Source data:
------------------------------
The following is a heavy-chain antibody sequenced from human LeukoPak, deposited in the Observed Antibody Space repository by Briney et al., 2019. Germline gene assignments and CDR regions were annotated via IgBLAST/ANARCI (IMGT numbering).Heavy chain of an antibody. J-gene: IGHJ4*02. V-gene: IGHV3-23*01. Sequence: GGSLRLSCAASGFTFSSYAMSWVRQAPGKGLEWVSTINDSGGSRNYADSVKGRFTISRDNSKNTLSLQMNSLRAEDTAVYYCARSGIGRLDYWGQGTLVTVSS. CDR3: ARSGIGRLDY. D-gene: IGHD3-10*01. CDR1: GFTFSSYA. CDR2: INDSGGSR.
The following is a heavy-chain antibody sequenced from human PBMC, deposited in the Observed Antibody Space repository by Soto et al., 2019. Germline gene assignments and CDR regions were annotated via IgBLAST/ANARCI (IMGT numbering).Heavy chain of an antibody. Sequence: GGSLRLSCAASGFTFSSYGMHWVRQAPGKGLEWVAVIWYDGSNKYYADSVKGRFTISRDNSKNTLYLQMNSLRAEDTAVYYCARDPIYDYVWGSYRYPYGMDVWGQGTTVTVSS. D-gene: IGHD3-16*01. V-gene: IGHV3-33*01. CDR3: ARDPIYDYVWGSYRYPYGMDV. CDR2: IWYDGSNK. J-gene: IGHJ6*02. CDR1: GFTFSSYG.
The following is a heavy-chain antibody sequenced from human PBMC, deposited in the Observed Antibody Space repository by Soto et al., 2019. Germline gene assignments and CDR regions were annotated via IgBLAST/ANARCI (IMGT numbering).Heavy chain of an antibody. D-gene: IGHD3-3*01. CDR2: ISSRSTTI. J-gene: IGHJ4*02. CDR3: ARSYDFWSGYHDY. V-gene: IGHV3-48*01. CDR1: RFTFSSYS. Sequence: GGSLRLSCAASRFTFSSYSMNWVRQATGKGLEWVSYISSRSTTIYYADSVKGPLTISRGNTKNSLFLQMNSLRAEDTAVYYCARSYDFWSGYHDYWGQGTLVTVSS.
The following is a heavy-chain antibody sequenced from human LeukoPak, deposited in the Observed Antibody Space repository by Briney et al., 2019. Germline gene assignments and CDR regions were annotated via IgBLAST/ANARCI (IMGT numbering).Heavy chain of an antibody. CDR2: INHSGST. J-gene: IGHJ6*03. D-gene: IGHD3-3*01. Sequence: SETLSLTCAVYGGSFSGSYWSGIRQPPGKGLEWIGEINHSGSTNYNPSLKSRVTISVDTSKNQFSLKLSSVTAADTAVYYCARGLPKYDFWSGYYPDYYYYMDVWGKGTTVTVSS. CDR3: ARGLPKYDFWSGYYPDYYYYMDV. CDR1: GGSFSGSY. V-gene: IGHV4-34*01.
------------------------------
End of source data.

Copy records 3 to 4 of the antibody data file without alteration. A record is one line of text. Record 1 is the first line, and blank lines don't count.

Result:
The following is a heavy-chain antibody sequenced from human PBMC, deposited in the Observed Antibody Space repository by Soto et al., 2019. Germline gene assignments and CDR regions were annotated via IgBLAST/ANARCI (IMGT numbering).Heavy chain of an antibody. D-gene: IGHD3-3*01. CDR2: ISSRSTTI. J-gene: IGHJ4*02. CDR3: ARSYDFWSGYHDY. V-gene: IGHV3-48*01. CDR1: RFTFSSYS. Sequence: GGSLRLSCAASRFTFSSYSMNWVRQATGKGLEWVSYISSRSTTIYYADSVKGPLTISRGNTKNSLFLQMNSLRAEDTAVYYCARSYDFWSGYHDYWGQGTLVTVSS.
The following is a heavy-chain antibody sequenced from human LeukoPak, deposited in the Observed Antibody Space repository by Briney et al., 2019. Germline gene assignments and CDR regions were annotated via IgBLAST/ANARCI (IMGT numbering).Heavy chain of an antibody. CDR2: INHSGST. J-gene: IGHJ6*03. D-gene: IGHD3-3*01. Sequence: SETLSLTCAVYGGSFSGSYWSGIRQPPGKGLEWIGEINHSGSTNYNPSLKSRVTISVDTSKNQFSLKLSSVTAADTAVYYCARGLPKYDFWSGYYPDYYYYMDVWGKGTTVTVSS. CDR3: ARGLPKYDFWSGYYPDYYYYMDV. CDR1: GGSFSGSY. V-gene: IGHV4-34*01.